Recap

'American Idol' Recap: The Girls May Have Reason To Worry After All

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Mar 07, 2013 | 12:36am EST

American Idol Top 10 Guys Season 12 Burnell Taylor

Apparently the guys were listening. The Top 10 men on Season 12 of American Idol stepped up their game in a big way after witnessing the women’s incredible set of performances. Of course, for many of our guys that simply means they gave a better performance than the last time, but that they still fall far below the bar of excellence set by the ladies on Tuesday night. But for a few others, that bar is not only within their reach, but within their grasp.

I would like to preemptively declare that no matter how high my praise is in the remainder of this recap, I still want a woman to be the last one standing in that confetti shower at the end of the season. Still, the second half of the guys’ Top 10 was a set of potential winners, from Burnell Taylor to Devin Velez to (reluctantly) Curtis Finch, Jr. But before we get to the goods, we’ve got to wade through the rest.

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Someone I hope isn’t anywhere near that confetti downpour (sorry, kiddo) is young Elijah Liu, who’s giving us more of the teen sensation schtick. This time around, he chose a better song, “Stay” by Rihanna, and he sounds much more comfortable. Still, there’s nothing about it that doesn’t feel like some lucky, cute kid who wound up with his face on the screen. He’s nothing special among the others. Nicki says she could see his face on cups and blankets, but Randy is bored. Mariah is too, but says producers can spark him up a bit if he makes it through. I’m sorry, that’s what a mall contest is for, not a national talent competition like American Idol.

And trucking right along in that category is Cortez Shaw, the sexy guy who can never seem to hit the right spot. This time he sings Bruno Mars’ “Locked Out of Heaven,” and it’s a good song choice, but he’s simply hitting the vanilla Bruno Mars nail on the head. His vocals aren’t perfect and he needs to do something to make it feel like he’s an artist and not just a guy who can sing really good covers of a bland pop artist. The best compliment the judges could scare up was that his dancing was “dope.” Take that as you will.

Next is poor little Charlie Askew, who’s truly overstayed his welcome on this show. He tries on “Mama” by Genesis, and it’s pretty terrible. I like him, I really do, but his vocal is strained. He’s not marketable. He’s lost his weird little touch and traded it in for an aggressive, angry, disjointed performance. Nicki is distraught at the loss of her weird little “baby” and while the rest of the judges deliver honest commentary, sweet little Charlie starts to crumble. It takes all Ryan’s cheery strength to keep Charlie in good enough spirits to continue his show for the cameras just a little bit longer. While artists certainly need to be sensitive, there’s an element of endurance in this competition and it’s not possible when the slightest moment of honest cripples you. Sorry, Charlie. Your time is up.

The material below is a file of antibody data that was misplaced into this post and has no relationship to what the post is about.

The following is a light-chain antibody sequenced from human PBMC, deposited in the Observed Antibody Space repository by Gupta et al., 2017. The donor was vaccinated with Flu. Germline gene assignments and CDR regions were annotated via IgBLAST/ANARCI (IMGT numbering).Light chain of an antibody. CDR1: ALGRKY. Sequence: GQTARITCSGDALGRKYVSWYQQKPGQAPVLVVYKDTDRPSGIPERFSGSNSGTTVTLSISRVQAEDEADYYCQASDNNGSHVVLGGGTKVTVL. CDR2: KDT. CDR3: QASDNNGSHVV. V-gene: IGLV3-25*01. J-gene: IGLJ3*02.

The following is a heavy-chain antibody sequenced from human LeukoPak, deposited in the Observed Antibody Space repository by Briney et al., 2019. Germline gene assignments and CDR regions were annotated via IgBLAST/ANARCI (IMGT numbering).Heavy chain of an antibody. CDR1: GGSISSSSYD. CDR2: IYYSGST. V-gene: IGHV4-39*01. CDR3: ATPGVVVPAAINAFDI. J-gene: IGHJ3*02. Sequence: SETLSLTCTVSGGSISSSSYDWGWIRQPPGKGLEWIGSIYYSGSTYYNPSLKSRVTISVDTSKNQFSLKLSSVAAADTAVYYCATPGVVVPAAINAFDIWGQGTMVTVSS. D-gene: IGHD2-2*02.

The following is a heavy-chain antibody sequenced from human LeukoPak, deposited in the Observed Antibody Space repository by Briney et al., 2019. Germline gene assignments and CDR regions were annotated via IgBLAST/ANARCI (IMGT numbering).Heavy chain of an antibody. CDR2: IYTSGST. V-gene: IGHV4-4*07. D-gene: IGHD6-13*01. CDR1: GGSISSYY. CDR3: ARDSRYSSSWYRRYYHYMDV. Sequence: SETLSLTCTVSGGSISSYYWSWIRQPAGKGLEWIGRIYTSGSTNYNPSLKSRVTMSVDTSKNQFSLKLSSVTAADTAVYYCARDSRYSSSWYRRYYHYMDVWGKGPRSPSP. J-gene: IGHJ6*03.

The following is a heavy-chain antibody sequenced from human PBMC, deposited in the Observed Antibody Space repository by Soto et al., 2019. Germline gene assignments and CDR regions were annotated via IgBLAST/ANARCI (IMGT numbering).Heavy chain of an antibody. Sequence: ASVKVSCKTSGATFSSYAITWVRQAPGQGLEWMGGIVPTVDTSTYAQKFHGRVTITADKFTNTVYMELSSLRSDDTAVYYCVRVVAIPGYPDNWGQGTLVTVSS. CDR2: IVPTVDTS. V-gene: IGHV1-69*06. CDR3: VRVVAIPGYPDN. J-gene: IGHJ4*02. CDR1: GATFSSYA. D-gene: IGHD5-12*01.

But as inappropriate for this competition as Charlie is, at least he’s not as boring as Nicki Boddington. Nick chooses “I Just Want You To Know Who I Am” by the Goo Goo Dolls, which is apparently one of Nicki’s favorite songs. Yes, it’s a perfect song choice for him and he’s comfortable at the piano. The vocals were a bit spotty, but he connected. The only problem is that there’s no way to sing this Goo Goo Dolls song without feeling dated. It’s something the judges all pick up on: technically he’s good, but can he garner enough attention to get votes? Probably not.

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The reward for getting through this pile of so-so singers is the engrossing Burnell Taylor. He reprises his original song from his first audition and it is fantastic. I’m going to go ahead and say it: I LOVE HIM. He’s so sweet. So perfect. So solid. His song is straightforward, yet emotionally satisfying and truthful. This guy is an artist. He’s got his own sound, his own look, his own style. His whole personality, his whole being is on that stage, it’s something that other talented singers on this show lack. Burnell is the entire package, even up to the part where he comes with that unique special something we never could have anticipated. Burnell is magical.